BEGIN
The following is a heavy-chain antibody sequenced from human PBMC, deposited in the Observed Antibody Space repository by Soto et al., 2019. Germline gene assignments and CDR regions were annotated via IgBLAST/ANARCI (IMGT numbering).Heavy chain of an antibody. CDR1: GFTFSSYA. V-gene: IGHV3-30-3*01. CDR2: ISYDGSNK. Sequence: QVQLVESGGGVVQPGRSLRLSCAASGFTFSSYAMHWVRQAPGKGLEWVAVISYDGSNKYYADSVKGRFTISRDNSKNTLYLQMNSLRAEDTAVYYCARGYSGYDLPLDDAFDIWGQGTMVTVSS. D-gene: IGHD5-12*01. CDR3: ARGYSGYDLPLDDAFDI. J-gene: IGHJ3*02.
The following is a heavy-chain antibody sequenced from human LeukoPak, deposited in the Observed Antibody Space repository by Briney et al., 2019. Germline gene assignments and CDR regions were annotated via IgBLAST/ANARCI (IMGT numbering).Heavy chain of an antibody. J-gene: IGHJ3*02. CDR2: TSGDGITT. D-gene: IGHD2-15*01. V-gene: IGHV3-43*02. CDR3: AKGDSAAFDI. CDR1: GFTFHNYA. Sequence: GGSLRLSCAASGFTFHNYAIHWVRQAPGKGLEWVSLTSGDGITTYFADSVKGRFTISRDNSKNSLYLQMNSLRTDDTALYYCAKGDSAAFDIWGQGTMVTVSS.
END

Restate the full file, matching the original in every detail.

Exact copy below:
The following is a heavy-chain antibody sequenced from human PBMC, deposited in the Observed Antibody Space repository by Soto et al., 2019. Germline gene assignments and CDR regions were annotated via IgBLAST/ANARCI (IMGT numbering).Heavy chain of an antibody. CDR1: GFTFSSYA. V-gene: IGHV3-30-3*01. CDR2: ISYDGSNK. Sequence: QVQLVESGGGVVQPGRSLRLSCAASGFTFSSYAMHWVRQAPGKGLEWVAVISYDGSNKYYADSVKGRFTISRDNSKNTLYLQMNSLRAEDTAVYYCARGYSGYDLPLDDAFDIWGQGTMVTVSS. D-gene: IGHD5-12*01. CDR3: ARGYSGYDLPLDDAFDI. J-gene: IGHJ3*02.
The following is a heavy-chain antibody sequenced from human LeukoPak, deposited in the Observed Antibody Space repository by Briney et al., 2019. Germline gene assignments and CDR regions were annotated via IgBLAST/ANARCI (IMGT numbering).Heavy chain of an antibody. J-gene: IGHJ3*02. CDR2: TSGDGITT. D-gene: IGHD2-15*01. V-gene: IGHV3-43*02. CDR3: AKGDSAAFDI. CDR1: GFTFHNYA. Sequence: GGSLRLSCAASGFTFHNYAIHWVRQAPGKGLEWVSLTSGDGITTYFADSVKGRFTISRDNSKNSLYLQMNSLRTDDTALYYCAKGDSAAFDIWGQGTMVTVSS.